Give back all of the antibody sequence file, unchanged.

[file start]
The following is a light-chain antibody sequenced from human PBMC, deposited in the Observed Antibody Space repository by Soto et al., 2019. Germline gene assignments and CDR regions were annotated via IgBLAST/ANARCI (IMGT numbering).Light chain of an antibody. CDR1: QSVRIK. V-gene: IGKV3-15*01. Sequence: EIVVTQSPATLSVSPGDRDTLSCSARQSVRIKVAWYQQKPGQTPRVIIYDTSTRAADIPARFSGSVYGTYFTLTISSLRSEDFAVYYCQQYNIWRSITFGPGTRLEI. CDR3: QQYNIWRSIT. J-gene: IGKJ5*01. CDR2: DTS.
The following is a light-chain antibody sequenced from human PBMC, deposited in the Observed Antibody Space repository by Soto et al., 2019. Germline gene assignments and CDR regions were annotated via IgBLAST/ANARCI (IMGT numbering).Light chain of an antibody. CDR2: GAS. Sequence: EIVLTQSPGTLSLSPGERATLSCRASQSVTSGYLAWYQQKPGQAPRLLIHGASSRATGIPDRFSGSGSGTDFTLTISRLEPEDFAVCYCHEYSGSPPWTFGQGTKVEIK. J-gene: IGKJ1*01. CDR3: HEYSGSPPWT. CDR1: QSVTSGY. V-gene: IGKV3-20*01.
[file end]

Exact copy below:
The following is a light-chain antibody sequenced from human PBMC, deposited in the Observed Antibody Space repository by Soto et al., 2019. Germline gene assignments and CDR regions were annotated via IgBLAST/ANARCI (IMGT numbering).Light chain of an antibody. CDR1: QSVRIK. V-gene: IGKV3-15*01. Sequence: EIVVTQSPATLSVSPGDRDTLSCSARQSVRIKVAWYQQKPGQTPRVIIYDTSTRAADIPARFSGSVYGTYFTLTISSLRSEDFAVYYCQQYNIWRSITFGPGTRLEI. CDR3: QQYNIWRSIT. J-gene: IGKJ5*01. CDR2: DTS.
The following is a light-chain antibody sequenced from human PBMC, deposited in the Observed Antibody Space repository by Soto et al., 2019. Germline gene assignments and CDR regions were annotated via IgBLAST/ANARCI (IMGT numbering).Light chain of an antibody. CDR2: GAS. Sequence: EIVLTQSPGTLSLSPGERATLSCRASQSVTSGYLAWYQQKPGQAPRLLIHGASSRATGIPDRFSGSGSGTDFTLTISRLEPEDFAVCYCHEYSGSPPWTFGQGTKVEIK. J-gene: IGKJ1*01. CDR3: HEYSGSPPWT. CDR1: QSVTSGY. V-gene: IGKV3-20*01.